When it comes to preschool, I think it's completely unnecessary. I know it seems that if everyone else is sending their children to preschool, yours will be socially and academically stunted if you don't get on board. But these are precious, wonderful years. Those little three and four year olds are sponges like they'll never be again. Their ABC's are nothing. You are teaching them real life lessons--always in a context of faith. Listen to these inspired words:

"We become enamored with men’s theories such as the idea of preschool training outside the home for young children. Not only does this put added pressure on the budget, but it places young children in an environment away from mother’s influence. It is mother’s influence during the crucial formative years that forms a child’s basic character. Home is the place where a child learns faith, feels love, and thereby learns from mother’s loving example to choose righteousness. How vital are mother’s influence and teaching in the home—and how apparent when neglected!" - Ezra Taft Benson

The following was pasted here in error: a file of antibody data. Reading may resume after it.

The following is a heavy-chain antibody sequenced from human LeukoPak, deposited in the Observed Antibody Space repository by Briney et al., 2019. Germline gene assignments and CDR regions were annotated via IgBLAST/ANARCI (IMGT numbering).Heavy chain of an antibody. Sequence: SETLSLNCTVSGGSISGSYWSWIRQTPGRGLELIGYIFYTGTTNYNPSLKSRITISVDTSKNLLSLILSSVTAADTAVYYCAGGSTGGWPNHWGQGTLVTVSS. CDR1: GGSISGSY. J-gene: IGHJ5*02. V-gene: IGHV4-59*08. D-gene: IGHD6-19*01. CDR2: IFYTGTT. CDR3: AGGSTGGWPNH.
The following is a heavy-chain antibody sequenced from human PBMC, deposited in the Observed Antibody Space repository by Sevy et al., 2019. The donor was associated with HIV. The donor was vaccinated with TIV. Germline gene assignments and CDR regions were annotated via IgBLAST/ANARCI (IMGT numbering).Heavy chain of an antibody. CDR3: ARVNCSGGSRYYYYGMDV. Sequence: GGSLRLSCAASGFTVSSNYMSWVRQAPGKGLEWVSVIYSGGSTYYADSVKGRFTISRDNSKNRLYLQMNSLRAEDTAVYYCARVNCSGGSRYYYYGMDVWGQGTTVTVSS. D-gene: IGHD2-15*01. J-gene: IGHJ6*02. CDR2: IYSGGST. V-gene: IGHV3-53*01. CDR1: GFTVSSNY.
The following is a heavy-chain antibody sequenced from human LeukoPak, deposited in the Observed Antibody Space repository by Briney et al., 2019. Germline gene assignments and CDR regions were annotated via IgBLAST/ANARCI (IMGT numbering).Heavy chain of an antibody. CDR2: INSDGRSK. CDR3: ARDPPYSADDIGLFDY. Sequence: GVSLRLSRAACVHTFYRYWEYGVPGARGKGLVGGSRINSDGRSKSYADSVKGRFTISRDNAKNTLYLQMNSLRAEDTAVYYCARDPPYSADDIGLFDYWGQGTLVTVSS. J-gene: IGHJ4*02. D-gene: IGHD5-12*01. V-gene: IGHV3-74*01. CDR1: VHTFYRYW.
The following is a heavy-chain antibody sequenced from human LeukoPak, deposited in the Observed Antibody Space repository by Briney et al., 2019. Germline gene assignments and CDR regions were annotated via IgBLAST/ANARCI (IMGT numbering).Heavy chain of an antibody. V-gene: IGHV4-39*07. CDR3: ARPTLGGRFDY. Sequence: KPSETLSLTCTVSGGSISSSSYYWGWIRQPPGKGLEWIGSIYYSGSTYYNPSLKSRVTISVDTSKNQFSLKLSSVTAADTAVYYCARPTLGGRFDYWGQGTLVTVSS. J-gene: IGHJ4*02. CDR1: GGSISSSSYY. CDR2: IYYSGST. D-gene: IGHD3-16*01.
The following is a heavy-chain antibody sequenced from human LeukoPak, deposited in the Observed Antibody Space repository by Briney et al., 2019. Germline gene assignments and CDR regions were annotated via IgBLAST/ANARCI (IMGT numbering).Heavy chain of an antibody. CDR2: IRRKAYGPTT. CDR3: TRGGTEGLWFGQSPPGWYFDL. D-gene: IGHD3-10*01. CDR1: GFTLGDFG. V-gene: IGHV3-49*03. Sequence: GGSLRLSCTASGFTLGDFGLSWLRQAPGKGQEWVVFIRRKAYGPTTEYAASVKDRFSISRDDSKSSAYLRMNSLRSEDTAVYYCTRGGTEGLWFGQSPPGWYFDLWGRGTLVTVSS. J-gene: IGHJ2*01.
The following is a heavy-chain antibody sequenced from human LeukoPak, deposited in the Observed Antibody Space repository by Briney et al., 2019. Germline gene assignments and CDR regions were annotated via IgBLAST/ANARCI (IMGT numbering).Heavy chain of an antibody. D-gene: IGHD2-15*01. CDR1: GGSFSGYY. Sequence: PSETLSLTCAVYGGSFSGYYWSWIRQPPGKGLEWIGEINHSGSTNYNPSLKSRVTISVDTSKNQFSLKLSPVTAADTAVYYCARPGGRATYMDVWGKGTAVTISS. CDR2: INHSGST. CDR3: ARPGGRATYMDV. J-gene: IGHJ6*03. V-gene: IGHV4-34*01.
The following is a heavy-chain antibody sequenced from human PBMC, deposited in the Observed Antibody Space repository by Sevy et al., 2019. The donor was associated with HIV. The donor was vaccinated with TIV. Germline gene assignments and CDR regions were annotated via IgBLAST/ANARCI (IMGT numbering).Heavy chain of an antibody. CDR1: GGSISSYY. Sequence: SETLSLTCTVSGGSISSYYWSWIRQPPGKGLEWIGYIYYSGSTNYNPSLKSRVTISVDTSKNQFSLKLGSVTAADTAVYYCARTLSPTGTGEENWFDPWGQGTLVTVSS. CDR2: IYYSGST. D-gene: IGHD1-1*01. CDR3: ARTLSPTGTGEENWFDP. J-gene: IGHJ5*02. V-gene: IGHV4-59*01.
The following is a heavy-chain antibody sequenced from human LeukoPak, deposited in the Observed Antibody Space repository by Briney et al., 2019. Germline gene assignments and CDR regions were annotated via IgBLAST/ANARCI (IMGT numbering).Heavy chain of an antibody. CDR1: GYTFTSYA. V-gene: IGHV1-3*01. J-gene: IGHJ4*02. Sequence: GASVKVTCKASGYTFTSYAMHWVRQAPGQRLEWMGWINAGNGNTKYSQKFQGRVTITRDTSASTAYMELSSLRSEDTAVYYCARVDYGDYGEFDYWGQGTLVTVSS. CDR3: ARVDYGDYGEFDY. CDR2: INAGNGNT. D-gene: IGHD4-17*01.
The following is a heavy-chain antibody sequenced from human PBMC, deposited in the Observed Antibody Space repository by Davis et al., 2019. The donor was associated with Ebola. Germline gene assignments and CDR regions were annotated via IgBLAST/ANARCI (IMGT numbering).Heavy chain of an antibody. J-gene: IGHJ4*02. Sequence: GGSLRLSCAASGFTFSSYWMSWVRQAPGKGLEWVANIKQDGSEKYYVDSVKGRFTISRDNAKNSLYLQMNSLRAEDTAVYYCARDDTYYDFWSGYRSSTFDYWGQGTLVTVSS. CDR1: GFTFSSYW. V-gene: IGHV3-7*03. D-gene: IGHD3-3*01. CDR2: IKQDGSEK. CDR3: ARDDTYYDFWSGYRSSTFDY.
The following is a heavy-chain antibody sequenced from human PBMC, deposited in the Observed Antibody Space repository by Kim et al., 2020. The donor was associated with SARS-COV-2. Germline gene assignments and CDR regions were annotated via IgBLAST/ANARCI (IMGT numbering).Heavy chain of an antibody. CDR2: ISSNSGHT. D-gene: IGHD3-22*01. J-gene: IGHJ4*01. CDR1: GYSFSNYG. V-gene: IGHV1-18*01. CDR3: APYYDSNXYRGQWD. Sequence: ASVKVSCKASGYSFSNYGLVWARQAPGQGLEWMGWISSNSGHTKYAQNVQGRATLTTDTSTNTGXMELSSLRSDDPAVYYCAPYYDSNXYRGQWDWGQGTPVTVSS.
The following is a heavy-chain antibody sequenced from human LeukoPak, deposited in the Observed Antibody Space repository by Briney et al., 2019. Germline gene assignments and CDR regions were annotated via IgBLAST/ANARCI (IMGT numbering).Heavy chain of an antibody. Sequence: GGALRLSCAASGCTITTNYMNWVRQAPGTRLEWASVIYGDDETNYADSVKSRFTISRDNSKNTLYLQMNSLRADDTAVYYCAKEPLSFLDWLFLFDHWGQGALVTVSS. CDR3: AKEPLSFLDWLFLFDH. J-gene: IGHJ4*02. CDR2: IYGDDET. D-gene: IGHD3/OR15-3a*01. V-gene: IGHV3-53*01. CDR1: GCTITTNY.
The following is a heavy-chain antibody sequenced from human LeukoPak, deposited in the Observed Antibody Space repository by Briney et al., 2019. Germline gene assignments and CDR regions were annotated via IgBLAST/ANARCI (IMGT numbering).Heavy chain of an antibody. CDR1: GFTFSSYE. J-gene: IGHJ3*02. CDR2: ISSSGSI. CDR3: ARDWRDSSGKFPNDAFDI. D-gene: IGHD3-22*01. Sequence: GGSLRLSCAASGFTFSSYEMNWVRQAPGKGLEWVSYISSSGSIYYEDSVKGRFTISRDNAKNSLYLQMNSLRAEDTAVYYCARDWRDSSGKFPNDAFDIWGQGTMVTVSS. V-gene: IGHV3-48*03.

I have participated in play groups and cooperative "Joy Schools" over the years, but nothing academic. Each child has loved kindergarten and has been very successful. I knew that some of their classmates could read before they started, but I didn't care about that--unless my child showed great interest in letters and reading. Then I supplied little workbooks.

Besides their individual gifts and interests, your children will almost certainly share yours! If you love music, so will they. If you're a naturalist or an animal lover, your children will pick up on those interests. I majored in English and love poetry and books. Each one of my children share that love and are gifted writers. That bond has brought me great joy over the years. In the world you create for your children, you will discover the unique gifts your children come with and the talents that you all share. You don't have to follow lesson plans or color visual aids to make this happen. And you certainly don't have to drop them off somewhere. Just love them, enjoy them, and let them emerge in their own way.